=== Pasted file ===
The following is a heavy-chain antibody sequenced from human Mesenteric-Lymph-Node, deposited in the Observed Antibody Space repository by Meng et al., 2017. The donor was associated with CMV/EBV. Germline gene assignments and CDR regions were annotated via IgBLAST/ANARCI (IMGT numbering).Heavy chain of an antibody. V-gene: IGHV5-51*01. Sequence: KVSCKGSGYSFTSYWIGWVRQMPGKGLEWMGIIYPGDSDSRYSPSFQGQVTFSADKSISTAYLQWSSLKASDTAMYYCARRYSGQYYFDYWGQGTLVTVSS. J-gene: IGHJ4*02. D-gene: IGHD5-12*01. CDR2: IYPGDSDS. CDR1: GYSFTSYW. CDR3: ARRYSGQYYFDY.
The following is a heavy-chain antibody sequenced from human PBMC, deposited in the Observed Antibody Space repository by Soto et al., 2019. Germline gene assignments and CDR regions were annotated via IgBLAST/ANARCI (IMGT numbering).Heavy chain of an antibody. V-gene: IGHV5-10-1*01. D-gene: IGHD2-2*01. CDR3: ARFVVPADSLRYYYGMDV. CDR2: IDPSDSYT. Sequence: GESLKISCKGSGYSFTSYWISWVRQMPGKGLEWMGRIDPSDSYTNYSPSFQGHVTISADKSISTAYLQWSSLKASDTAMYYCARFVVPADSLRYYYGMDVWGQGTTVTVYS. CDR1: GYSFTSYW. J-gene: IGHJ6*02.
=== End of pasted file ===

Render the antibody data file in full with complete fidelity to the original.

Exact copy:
The following is a heavy-chain antibody sequenced from human Mesenteric-Lymph-Node, deposited in the Observed Antibody Space repository by Meng et al., 2017. The donor was associated with CMV/EBV. Germline gene assignments and CDR regions were annotated via IgBLAST/ANARCI (IMGT numbering).Heavy chain of an antibody. V-gene: IGHV5-51*01. Sequence: KVSCKGSGYSFTSYWIGWVRQMPGKGLEWMGIIYPGDSDSRYSPSFQGQVTFSADKSISTAYLQWSSLKASDTAMYYCARRYSGQYYFDYWGQGTLVTVSS. J-gene: IGHJ4*02. D-gene: IGHD5-12*01. CDR2: IYPGDSDS. CDR1: GYSFTSYW. CDR3: ARRYSGQYYFDY.
The following is a heavy-chain antibody sequenced from human PBMC, deposited in the Observed Antibody Space repository by Soto et al., 2019. Germline gene assignments and CDR regions were annotated via IgBLAST/ANARCI (IMGT numbering).Heavy chain of an antibody. V-gene: IGHV5-10-1*01. D-gene: IGHD2-2*01. CDR3: ARFVVPADSLRYYYGMDV. CDR2: IDPSDSYT. Sequence: GESLKISCKGSGYSFTSYWISWVRQMPGKGLEWMGRIDPSDSYTNYSPSFQGHVTISADKSISTAYLQWSSLKASDTAMYYCARFVVPADSLRYYYGMDVWGQGTTVTVYS. CDR1: GYSFTSYW. J-gene: IGHJ6*02.